Is it important? There are consequences for relationships, safety, evidence, justice, objectivity, manipulation, at least. Dr Kahneman received the 2002 NL prize for economics, The Prospect Theory.

Let us start at the everyday; here is a piece of BBC film. The McGurk effect, followed by PP of illusions.

That we don’t hear or see everything, or everything , or compute everything can be demonstrated. We have an interface to the world that is clearly multi-capable, but when tested, is apparently working to a relatively small number of ready made responses. Here is a list and some examples of , all that I know of are in the written text which will be posted on the web, including my preparations.

Heuristics. It will not help in the slightest if I say that these Heuristic biases usually come wrapped around one or more emotions!

Ambiguity. We resolve ambiguity at the interface rapidly, and without much thought. I shall demonstrate that

Confirmation bias; in which I search for evidence and continue as long as it supports the conclusions that I have, but I will terminate the search when evidence supports different conclusions. Politics is a good example, a Labour supporter probably throws a Conservative flyer in the bin! Some are highly defensive in this regard and die in a ditch for their conclusion.

Premature termination – we conclude a search when we find an alternative that looks like it might work.

Inertia. Unwillingness to change in new circumstances.

Availability Heuristic. In which people predict the frequency of an event, or proportion within a population based on how easily an example can be brought to mind. Illegal immigrants is an example for readers of say the DM, or DE. Or an anecdote of “I know someone who…….” (which single case is used to support an entire proposition. The ease of imagining an example, the vividness and emotional impact becomes more credible than statistical evidence. It is easily available. People tend to rate the chances of events causing death according to more newsworthy events. So air crashes (are very uncommon) over car crashes (more likely)

Naïve heuristic. People will invest in a fund more if the fund is bigger!

Selective perception. We screen out information that we think is not important (prejudice)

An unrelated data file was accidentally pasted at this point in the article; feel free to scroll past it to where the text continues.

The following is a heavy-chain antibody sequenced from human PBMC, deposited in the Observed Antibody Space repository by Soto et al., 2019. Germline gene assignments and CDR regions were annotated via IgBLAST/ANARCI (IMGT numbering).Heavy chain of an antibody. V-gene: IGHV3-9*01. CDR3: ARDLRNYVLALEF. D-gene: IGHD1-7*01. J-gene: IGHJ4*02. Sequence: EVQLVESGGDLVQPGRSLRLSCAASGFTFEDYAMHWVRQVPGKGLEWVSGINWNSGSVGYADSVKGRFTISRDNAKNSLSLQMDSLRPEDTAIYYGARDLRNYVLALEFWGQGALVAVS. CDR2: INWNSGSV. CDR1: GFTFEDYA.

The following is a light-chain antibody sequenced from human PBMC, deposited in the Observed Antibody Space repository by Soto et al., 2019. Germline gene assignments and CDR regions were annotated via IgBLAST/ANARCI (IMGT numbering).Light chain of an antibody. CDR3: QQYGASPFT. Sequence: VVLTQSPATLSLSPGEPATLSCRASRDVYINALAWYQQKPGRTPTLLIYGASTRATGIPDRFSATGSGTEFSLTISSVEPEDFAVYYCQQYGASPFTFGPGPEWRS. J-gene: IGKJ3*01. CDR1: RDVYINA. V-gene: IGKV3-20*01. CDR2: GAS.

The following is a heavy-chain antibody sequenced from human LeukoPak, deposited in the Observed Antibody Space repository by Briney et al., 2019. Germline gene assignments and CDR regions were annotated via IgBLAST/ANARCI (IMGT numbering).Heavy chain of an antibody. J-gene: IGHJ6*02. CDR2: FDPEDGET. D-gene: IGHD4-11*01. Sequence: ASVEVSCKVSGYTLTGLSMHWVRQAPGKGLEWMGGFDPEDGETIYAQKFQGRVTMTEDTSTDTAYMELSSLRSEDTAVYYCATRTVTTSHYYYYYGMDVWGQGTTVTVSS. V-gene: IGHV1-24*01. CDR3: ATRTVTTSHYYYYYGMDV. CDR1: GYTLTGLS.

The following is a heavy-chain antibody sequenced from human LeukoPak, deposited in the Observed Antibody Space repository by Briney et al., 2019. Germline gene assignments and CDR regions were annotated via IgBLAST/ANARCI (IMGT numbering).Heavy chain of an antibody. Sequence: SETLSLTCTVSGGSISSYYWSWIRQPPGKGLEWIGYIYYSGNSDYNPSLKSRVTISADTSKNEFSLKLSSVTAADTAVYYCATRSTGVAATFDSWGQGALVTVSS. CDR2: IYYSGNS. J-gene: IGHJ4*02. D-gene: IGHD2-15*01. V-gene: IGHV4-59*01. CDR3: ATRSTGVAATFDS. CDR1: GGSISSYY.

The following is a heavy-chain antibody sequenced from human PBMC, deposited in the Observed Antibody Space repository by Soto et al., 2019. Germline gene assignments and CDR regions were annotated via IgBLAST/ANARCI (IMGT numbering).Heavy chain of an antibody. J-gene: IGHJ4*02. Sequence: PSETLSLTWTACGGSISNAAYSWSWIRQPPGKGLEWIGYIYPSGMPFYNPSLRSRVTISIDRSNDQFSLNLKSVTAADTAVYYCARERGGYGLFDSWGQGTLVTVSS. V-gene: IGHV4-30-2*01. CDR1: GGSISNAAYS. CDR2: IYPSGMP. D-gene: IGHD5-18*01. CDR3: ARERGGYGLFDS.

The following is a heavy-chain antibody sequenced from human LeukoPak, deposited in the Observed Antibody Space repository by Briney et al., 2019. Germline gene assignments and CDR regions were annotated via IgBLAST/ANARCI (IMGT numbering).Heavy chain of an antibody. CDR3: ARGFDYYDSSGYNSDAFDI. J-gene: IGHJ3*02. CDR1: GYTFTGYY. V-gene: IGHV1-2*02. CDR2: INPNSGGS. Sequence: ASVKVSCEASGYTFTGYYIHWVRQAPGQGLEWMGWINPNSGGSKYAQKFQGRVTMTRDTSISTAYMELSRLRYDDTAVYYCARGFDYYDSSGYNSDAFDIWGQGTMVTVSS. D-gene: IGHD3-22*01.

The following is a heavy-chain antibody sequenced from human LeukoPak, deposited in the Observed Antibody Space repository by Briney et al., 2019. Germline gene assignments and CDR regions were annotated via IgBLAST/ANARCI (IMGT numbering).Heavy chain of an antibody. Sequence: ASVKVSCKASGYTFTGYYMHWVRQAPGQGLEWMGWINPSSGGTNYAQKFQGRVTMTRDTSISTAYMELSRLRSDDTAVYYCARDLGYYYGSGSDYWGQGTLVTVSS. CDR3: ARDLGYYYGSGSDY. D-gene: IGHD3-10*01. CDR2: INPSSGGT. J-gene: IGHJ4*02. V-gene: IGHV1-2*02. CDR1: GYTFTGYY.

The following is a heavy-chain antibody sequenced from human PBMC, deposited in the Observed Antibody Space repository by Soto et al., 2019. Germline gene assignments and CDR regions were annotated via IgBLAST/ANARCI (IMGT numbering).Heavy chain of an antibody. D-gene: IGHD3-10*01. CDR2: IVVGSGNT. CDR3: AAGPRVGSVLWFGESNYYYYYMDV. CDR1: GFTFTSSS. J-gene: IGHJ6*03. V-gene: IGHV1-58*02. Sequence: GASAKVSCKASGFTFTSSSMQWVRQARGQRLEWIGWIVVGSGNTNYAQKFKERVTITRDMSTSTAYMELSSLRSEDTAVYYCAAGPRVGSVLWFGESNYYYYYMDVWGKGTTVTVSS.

Wishful thinking, optimism bias. We want to see things in a positive light, too much.

Choice-supportive bias. Occurs when we distort memories of chosen and rejected options, to make chosen options more attractive. More recent memories act more strongly, as do more familiar items. We forget more distant memories, we value things that we own more than those that other people own.

Repetition bias. We tend to believe something that we have heard or read most often. The more sources the strong the bias becomes.

Anchoring and adjustment. Decisions are unduly influenced by initial information that shapes our view. Attila the Hun’s defeat in Europe, tested by giving people a simple number whence it seems they become rooted to that number in making a decision. Membership of UN bodies similarly.

Group think, peer pressure. Source credibility. We accept something more readily from someone we like, right or wrong. Incremental decision making and escalating commitment. We seem to make decisions as small steps in a process, which seems to perpetuate a series of similar decisions. Some call this the slippery slope.

Attibution asymmetry. We attribute our successes to our skill knowledge and talents, our failures to misfortune and external factors. We can attribute others’ success to good luck and their failures to their mistakes!

Uncertainty and illusion of control. We underestimate future uncertainty believing that we have more control over events than we do.

Security bias. The selection is made on the basis of an instant bias, in this case from security. In repeated tests people respond to a question “would you pay more for insurance which provides cover against death from terrorism than one simply for all causes.” Yes. The bias is fear, yet such an eventuality is disappearingly small. Rare forms of death, by shark attack, lightning, are thought much more common than they are because the fear bias is injected.

Escalation of commitment. Throwing good money after bad. Aka the sunk cost fallacy. Parties do this in a bidding war just to justify some other cost or action.

Contagion, Don’t go to China because of SARS, don’t eat eggs because they have Salmonella.

Effort,

Familiarity, I like that parking place and if it is empty I use it. So do others you will note. Seats on trains, buses, restaurants.

Fluency,

Gaze. If you look at something long enough it will change.

Natural assessments. Poker players, Woody Allen, Chess players, Mastermind winners.

Natural assessments become coherent when they spread with ideas in an internal network. The assessment picks up further previous known data or prejudice and when worked it becomes coherent, feasible. Dangerous!

---------------------------------------------------------------------------------------------------------Here are some worked examples

1 The complex calculation, the angry woman, the sad man What did we do?

What is happening here? It can be argued that the brain appears to have to modes, 1 and 2 say, one which is fast and the other less so. Type 1 is fast to react but slow to learn,


1 The ABC 12 13 14 questions.

A series of images of letters and numbers, in which the B and 13 are identically written, and a completely screwed up text. Demonstrates how good we are at ambiguity. A heuristic.

2 The colour test.

A quick flash test of colours, ending in a word (BLUE) which is often read out as the brain fails to stop reading colours and starts to read words. Reading is Type 1 thinking.